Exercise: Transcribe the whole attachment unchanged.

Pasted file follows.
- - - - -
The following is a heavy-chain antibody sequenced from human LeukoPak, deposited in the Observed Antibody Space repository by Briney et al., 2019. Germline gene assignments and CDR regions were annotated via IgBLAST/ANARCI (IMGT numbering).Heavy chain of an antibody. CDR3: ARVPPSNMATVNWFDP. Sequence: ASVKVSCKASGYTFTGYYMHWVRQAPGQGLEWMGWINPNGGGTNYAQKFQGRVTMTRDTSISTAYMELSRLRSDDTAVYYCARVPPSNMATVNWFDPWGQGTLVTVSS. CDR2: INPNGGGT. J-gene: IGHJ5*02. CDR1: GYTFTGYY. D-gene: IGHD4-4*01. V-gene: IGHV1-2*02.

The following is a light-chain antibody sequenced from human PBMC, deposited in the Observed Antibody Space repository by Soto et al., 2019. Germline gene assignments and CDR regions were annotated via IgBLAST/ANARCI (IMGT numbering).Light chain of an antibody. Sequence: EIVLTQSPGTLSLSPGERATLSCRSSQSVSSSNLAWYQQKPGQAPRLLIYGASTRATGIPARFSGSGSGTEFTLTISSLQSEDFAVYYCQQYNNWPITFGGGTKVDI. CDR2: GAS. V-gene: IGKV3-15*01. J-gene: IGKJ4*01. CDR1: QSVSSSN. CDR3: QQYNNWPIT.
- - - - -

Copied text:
The following is a heavy-chain antibody sequenced from human LeukoPak, deposited in the Observed Antibody Space repository by Briney et al., 2019. Germline gene assignments and CDR regions were annotated via IgBLAST/ANARCI (IMGT numbering).Heavy chain of an antibody. CDR3: ARVPPSNMATVNWFDP. Sequence: ASVKVSCKASGYTFTGYYMHWVRQAPGQGLEWMGWINPNGGGTNYAQKFQGRVTMTRDTSISTAYMELSRLRSDDTAVYYCARVPPSNMATVNWFDPWGQGTLVTVSS. CDR2: INPNGGGT. J-gene: IGHJ5*02. CDR1: GYTFTGYY. D-gene: IGHD4-4*01. V-gene: IGHV1-2*02.

The following is a light-chain antibody sequenced from human PBMC, deposited in the Observed Antibody Space repository by Soto et al., 2019. Germline gene assignments and CDR regions were annotated via IgBLAST/ANARCI (IMGT numbering).Light chain of an antibody. Sequence: EIVLTQSPGTLSLSPGERATLSCRSSQSVSSSNLAWYQQKPGQAPRLLIYGASTRATGIPARFSGSGSGTEFTLTISSLQSEDFAVYYCQQYNNWPITFGGGTKVDI. CDR2: GAS. V-gene: IGKV3-15*01. J-gene: IGKJ4*01. CDR1: QSVSSSN. CDR3: QQYNNWPIT.